The Minnesota Timberwolves used the draft to add a pair of players possessing the skills they want for the wing positions.
Even if Josh Okogie and Keita Bates-Diop prove they are capable right away of a place in the rotation, though, there is a question about how much they will actually play as rookies. This is, after all, the team run by Tom Thibodeau, who is as likely to prefer experience over potential as any head coach in the NBA.
”Practices are important. Playing time is based on performance. You earn that,” Thibodeau said. ”That’s not just something that is given to you.”
Okogie and Bates-Diop, during their introduction at a news conference Tuesday, sounded like they understand the climb they face. All five starters for the Wolves last season averaged 33 minutes per game or more and ranked among the top 36 most-used players in the league, with Jimmy Butler third and Andrew Wiggins ninth.
”Everybody wants to play a lot as a rookie, but that comes with trust and learning the system and being productive out there,” said Bates-Diop, the Big Ten Player of the Year award winner at Ohio State last season who dropped into Minnesota’s lap with the 48th overall pick in the second round after most projections pegged him much higher on the board.
Okogie, who was selected 20th overall out of Georgia Tech, also expressed a willingness to accept the no-nonsense, tough-love supervision that comes with playing for Thibodeau.
”I’m definitely comfortable with it,” Okogie said. ”I’ve never really had a coach who wasn’t hard on me.”
Both players will go through an adjustment phase with their offensive game, beginning with the longer 3-point shot. Bates-Diop led the Big Ten in scoring (19.8 points per game) and Okogie was fourth in the ACC (17.9 points per game), though, so they’re not coming to the league without any shooting prowess. They’re not one-and-done prospects, either. Okogie will be 20 before the season starts, and Bates-Diop will turn 23 in January, just two months after Wolves big man Karl-Anthony Towns.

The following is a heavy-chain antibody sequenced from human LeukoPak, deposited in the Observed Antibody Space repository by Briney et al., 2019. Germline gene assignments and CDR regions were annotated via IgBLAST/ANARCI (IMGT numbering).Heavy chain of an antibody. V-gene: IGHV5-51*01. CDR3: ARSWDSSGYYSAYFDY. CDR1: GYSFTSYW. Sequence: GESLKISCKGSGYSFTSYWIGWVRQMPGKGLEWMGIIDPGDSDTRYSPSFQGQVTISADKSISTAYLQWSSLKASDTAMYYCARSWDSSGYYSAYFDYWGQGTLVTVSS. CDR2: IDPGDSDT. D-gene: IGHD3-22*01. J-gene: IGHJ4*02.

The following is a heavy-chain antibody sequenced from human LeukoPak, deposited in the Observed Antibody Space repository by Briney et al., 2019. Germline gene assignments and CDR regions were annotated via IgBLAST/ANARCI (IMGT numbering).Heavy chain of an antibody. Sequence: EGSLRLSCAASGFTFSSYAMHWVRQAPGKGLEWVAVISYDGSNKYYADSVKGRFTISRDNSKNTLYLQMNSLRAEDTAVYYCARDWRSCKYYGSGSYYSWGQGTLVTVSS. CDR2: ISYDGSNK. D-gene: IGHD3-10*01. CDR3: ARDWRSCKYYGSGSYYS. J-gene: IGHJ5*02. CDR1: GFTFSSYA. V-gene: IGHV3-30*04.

What will help them the most toward working their way onto the court is the athleticism, tenacity and versatility they’ve exhibited while playing defense. That’s at the top of reasons Thibodeau and the front office targeted these two, enamored by a high leap and a long reach that makes switching from a 6-foot-4 classic shooting guard to a 6-foot-10 stretch power forward doable. Bates-Diop and Okogie were two of the four non-post players with a ”wingspan” of 7 feet or more at the NBA scouting combine last month.
”You can kind of be in two places at once,” Okogie said.
The other factor in their favor? The roster. Butler and Wiggins don’t currently have any backups in place, with Jamal Crawford’s decision to opt out of his contract and become a free agent. There’s nobody else who played on the wing last season who is under contract entering the start of free agency this weekend.
So just how important is it for a rookie to play right away?
”I think it’s important,” Okogie said. ”Is it the most important thing? Probably not. But if I was given a chance to produce and to help this team win nothing would give me more joy than that. So hopefully it happens, and I’ll work and do everything in my power to make it happen.”
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